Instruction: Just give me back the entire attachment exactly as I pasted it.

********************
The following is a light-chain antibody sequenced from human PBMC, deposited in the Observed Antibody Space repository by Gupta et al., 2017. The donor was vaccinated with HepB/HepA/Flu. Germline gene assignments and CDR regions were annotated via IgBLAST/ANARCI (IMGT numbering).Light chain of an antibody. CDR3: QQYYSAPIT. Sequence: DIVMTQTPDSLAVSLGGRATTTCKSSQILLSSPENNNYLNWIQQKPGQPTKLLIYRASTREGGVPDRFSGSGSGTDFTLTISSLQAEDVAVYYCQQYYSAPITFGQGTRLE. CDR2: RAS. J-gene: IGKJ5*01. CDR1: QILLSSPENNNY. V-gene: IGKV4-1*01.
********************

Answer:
The following is a light-chain antibody sequenced from human PBMC, deposited in the Observed Antibody Space repository by Gupta et al., 2017. The donor was vaccinated with HepB/HepA/Flu. Germline gene assignments and CDR regions were annotated via IgBLAST/ANARCI (IMGT numbering).Light chain of an antibody. CDR3: QQYYSAPIT. Sequence: DIVMTQTPDSLAVSLGGRATTTCKSSQILLSSPENNNYLNWIQQKPGQPTKLLIYRASTREGGVPDRFSGSGSGTDFTLTISSLQAEDVAVYYCQQYYSAPITFGQGTRLE. CDR2: RAS. J-gene: IGKJ5*01. CDR1: QILLSSPENNNY. V-gene: IGKV4-1*01.